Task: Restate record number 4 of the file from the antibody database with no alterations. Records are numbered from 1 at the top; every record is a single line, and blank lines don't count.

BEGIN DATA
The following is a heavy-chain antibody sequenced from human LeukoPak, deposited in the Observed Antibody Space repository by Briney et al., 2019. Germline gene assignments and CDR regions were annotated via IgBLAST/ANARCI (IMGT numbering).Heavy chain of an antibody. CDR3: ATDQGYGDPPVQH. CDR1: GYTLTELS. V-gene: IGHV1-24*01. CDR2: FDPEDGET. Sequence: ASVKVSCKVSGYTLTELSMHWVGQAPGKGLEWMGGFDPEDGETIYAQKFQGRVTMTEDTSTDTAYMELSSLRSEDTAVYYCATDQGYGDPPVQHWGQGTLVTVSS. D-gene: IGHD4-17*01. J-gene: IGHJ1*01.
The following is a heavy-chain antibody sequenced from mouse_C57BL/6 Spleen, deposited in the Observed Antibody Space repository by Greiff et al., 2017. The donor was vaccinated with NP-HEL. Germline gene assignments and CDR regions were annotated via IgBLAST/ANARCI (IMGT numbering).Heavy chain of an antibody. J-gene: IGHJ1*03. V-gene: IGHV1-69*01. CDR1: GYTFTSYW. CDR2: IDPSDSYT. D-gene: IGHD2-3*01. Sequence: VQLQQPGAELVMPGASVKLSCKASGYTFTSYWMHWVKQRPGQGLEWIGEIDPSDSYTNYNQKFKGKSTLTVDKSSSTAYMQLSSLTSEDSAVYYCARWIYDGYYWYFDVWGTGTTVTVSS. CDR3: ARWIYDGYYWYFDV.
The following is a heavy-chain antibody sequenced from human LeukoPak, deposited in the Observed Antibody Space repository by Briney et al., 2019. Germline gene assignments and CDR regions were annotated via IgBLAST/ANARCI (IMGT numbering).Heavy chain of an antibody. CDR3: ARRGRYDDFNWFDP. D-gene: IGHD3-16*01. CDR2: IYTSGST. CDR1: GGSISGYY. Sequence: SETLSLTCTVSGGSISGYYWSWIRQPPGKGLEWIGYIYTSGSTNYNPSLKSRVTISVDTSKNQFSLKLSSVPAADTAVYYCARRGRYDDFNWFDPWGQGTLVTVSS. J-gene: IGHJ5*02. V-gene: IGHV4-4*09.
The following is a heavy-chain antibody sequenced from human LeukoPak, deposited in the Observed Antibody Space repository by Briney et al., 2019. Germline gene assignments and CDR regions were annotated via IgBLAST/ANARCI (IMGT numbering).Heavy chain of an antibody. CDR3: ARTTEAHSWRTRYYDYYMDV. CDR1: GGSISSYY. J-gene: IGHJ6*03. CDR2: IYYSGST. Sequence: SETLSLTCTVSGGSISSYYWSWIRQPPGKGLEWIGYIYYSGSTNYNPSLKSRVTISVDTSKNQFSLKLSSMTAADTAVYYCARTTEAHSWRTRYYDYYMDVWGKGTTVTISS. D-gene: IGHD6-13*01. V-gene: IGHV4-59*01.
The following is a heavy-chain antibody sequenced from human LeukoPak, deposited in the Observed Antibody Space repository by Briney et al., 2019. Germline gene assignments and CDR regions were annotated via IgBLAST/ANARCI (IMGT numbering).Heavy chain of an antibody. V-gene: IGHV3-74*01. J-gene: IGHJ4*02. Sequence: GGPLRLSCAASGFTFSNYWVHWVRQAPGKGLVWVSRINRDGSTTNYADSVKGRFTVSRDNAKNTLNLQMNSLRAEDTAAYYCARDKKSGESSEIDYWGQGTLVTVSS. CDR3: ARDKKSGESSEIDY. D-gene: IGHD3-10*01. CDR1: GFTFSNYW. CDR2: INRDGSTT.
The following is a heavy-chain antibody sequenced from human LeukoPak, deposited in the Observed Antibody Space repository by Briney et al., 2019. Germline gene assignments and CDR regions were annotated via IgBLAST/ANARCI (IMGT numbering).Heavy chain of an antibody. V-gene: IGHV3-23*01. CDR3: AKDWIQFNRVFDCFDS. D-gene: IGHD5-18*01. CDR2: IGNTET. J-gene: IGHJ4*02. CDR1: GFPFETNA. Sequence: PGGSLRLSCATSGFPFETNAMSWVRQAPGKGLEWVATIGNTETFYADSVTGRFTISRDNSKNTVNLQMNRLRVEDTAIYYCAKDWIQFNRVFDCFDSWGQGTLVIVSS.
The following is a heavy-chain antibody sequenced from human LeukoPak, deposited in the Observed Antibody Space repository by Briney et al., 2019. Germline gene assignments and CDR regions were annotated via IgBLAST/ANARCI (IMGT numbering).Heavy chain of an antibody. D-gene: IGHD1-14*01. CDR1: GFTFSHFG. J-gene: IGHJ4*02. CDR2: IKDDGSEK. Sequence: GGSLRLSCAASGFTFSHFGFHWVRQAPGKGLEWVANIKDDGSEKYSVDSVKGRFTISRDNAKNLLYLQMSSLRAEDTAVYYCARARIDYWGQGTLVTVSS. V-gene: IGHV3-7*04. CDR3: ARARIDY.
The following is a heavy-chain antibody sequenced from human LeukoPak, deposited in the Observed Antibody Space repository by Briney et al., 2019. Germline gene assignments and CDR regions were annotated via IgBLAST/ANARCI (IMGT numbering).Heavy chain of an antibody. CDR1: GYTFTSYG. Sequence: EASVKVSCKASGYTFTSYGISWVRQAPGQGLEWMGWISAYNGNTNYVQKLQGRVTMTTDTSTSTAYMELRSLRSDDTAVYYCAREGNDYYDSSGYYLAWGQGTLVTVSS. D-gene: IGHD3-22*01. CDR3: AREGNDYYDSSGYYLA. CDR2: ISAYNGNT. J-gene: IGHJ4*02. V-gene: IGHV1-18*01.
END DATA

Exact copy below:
The following is a heavy-chain antibody sequenced from human LeukoPak, deposited in the Observed Antibody Space repository by Briney et al., 2019. Germline gene assignments and CDR regions were annotated via IgBLAST/ANARCI (IMGT numbering).Heavy chain of an antibody. CDR3: ARTTEAHSWRTRYYDYYMDV. CDR1: GGSISSYY. J-gene: IGHJ6*03. CDR2: IYYSGST. Sequence: SETLSLTCTVSGGSISSYYWSWIRQPPGKGLEWIGYIYYSGSTNYNPSLKSRVTISVDTSKNQFSLKLSSMTAADTAVYYCARTTEAHSWRTRYYDYYMDVWGKGTTVTISS. D-gene: IGHD6-13*01. V-gene: IGHV4-59*01.